A recent evaluation of Danida Fellowship Programme is largely very positive. The programme is well-managed, course participants find the training relevant, and embassies acknowledge the positive contribution to Danish development cooperation. But there are still some governance weaknesses.
By Jan Kjær
Danida Fellowship Programme (DFP) is providing training which is assessed by course participants as highly relevant to their needs. And they are able to apply what they learn when they return to their workplace.
This is one of the main conclusions of a brand new evaluation initiated by Ministry of Foreign Affairs, the main funder of Danida Fellowship Centre.
Well-managed and well-prepared
The evaluation is largely very positive.
The course participants value the programme very highly. Course materials are well-prepared and courses use appropriate training methodologies.
The programme is generally well-managed, particularly through course selection, design and implementation.
Furthermore, most Danish embassies believe that DFP is making an important and positive contribution to the objectives of Danish development cooperation.
Assessing activities and results
The evaluation itself took place in 2012 and was carried out by a team of international consultants who were asked to document and assess the activities and results of the DFP.
The team assessed the contribution that the DFP has made to achieving results in terms of learning, behaviour change and capacity development. They have also looked into the management and governance arrangements to assess whether they are conducive for delivering high quality training.
The last strategic review of the programme took place in 2008. The new review includes the period 2008-12 in which some of the training courses has been transferred from Denmark to training institutes in developing countries.
Also, the development and implementation of the 2011-13 Strategy for the DFP forms part of the review.
Room for improvement
The embassies are generally satisfied with the shift towards more training in the developing countries which also seems to reduce the overall costs.
Progress has also been made in developing an enhanced monitoring and evaluation system for DFP although it is still not fully implemented.
But there is also room for improvement.
Previous evaluations have highlighted a lack of ownership of the DFP and weaknesses in governance. The new review indicates that the development of the strategic plan has overcome some of the problems, but embassies and Danida programmes still do not have enough influence on the courses.
The missing link
The review also calls for a results framework which should articulate what the programme should achieve and how it should be measured. Especially, what goes beyond self-assessment and learning outcomes, which DFC is already monitoring. But how does the programme help to change behavior and how does it help develop the capacity of the organizations? In the absence of such a framework it is not possible to link expenditure to results.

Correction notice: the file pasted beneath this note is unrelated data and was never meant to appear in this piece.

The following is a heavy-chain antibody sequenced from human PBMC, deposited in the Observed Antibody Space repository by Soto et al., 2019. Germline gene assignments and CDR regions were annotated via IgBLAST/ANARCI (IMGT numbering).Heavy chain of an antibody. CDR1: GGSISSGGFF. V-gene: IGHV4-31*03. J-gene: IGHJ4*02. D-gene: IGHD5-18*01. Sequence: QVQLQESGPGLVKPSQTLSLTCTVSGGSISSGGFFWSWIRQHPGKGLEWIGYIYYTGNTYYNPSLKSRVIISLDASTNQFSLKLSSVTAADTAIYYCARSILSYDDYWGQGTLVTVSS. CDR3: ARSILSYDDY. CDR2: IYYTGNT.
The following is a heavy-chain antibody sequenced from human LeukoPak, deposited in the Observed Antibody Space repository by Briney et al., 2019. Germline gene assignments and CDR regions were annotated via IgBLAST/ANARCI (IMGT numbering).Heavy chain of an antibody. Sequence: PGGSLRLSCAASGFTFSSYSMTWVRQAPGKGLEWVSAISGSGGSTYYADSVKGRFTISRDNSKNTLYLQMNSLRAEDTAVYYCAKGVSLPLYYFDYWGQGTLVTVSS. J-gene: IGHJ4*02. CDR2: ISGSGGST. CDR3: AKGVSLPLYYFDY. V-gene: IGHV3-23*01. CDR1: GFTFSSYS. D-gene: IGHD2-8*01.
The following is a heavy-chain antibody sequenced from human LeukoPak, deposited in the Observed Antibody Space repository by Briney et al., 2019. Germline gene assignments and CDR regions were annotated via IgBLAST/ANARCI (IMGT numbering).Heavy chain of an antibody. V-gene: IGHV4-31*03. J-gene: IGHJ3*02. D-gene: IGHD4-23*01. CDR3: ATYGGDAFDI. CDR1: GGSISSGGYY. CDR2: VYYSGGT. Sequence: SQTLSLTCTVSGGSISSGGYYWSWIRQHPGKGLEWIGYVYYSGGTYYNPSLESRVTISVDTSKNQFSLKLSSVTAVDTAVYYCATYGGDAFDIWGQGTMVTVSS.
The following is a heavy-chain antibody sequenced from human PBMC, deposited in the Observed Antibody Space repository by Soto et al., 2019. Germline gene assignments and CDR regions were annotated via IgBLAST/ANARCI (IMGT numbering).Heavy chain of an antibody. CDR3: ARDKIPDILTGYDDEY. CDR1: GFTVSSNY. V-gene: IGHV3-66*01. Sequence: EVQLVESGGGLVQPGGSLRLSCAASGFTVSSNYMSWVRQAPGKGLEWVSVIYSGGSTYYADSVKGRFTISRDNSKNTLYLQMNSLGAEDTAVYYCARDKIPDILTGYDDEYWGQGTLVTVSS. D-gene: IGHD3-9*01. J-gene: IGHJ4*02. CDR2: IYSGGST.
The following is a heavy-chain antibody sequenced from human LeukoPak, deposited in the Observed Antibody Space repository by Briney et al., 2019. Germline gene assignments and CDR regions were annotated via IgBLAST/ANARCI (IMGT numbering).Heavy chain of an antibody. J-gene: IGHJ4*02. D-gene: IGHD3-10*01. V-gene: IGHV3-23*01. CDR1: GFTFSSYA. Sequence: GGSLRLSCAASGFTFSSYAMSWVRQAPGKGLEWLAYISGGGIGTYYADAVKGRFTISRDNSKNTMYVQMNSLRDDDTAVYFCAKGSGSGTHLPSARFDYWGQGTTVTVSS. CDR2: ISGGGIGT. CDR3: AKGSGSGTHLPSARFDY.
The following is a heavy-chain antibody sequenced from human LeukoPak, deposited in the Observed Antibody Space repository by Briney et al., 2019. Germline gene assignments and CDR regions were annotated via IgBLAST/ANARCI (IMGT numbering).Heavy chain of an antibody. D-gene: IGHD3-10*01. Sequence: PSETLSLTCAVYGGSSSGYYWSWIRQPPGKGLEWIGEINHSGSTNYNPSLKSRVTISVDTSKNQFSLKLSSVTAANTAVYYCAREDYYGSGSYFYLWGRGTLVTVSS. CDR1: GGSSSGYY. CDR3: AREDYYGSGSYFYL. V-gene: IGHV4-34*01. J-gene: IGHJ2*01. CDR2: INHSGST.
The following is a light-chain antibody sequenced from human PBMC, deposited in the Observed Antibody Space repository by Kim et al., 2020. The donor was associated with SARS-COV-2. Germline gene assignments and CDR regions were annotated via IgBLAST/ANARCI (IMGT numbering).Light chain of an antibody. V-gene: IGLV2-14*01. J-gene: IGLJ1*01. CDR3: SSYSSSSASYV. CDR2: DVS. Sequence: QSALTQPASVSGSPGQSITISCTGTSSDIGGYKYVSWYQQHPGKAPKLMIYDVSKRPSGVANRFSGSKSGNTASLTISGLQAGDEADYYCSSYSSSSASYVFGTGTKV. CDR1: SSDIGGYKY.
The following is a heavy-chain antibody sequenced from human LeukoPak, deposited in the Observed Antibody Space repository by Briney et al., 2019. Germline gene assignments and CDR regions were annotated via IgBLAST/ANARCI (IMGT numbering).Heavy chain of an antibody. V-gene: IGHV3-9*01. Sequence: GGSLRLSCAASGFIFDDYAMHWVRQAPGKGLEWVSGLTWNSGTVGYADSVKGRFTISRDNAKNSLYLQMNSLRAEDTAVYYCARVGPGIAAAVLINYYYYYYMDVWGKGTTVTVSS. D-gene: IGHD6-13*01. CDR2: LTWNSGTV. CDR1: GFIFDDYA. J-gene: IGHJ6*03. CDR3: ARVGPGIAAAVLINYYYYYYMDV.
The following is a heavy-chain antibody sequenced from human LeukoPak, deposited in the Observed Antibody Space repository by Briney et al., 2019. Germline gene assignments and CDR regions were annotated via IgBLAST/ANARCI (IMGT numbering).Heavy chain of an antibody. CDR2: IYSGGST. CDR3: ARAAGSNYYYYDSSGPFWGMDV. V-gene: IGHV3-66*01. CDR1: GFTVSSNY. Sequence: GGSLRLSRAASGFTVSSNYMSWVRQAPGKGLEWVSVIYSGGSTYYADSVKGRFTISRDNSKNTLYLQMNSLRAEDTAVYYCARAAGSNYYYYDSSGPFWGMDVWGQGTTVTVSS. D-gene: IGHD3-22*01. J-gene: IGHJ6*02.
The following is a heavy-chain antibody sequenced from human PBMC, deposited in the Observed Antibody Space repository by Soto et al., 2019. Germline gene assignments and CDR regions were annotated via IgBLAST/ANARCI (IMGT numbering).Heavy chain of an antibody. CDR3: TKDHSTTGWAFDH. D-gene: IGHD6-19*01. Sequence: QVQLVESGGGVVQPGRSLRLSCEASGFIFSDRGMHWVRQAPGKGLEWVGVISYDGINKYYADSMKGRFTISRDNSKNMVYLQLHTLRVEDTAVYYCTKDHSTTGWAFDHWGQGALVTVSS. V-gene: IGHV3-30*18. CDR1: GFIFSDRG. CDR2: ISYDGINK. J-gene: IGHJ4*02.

Although course participants generally are very content with the training, some were frustrated, because they were not able to apply what they had learned due to the organizational or political context at their workplace. Many suggestions made for improvement of DFP focused on strengthening the follow-up and networking process.
The team recommendations
The team comes up with a wide variety of recommendations to both the Ministry of Foreign Affairs and Danida Fellow Centre in order to enhance the programme further.
The Ministry should formulate a policy to guide the preparation of the next DFP strategy clarifying the relationship of the programme with Danida’s policies and objectives for capacity development. In addition, the roles and responsibilities between DFC, Danish embassies and programmes and Ministry departments need clarification. So do the resources that are required to carry out DFP.
The Ministry and DFC should together develop a results framework for the DFP.
Implementation of the DFP monitoring and evaluation system should form the basis for the future reporting of results, focusing in particular on behavior change measurement and evidence of organisational capacity building.
DFC should engage more directly in the follow-up process of its training activities and in this respect consider how the cooperation with Danish embassies and Danida programme staff can be strengthened.
This review report can be obtained free of charge in hard copy by ordering from www.evaluation.dk. Here you can also download a digital version.
The evaluation took place in 2012 and was carried out by a team of international consultants from Oxford Policy Management and SIPU International, the Swedish Institute for Public Administration.
They made country case studies in Ghana and Uganda, the two countries that have provided the most DFP course participants over the evaluation period.
In addition, the evaluation used information from the following data collections and analysis:
• analysis of DFP governance arrangements
• analysis of DFP management arrangements
• analysis of the DFP portfolio;
• comparative study of similar bilateral training programmes
• online surveys of course participants
• online surveys of Danish embassies
• online surveys of course providers
• assessment of the quality of course materials and training approaches
• a review of existing monitoring and evaluation information.
Facts about the Danida Fellowship Programme
The DFP has since 1990 been administered by the Danida Fellowship Centre (DFC) with the objective of supporting capacity development in developing countries through organising training activities ranging from short courses to longer-term postgraduate studies.
In 2011, the DFP provided 1,533 fellowship months of training to 1,260 fellows, with a budget of DKK 76.8 million.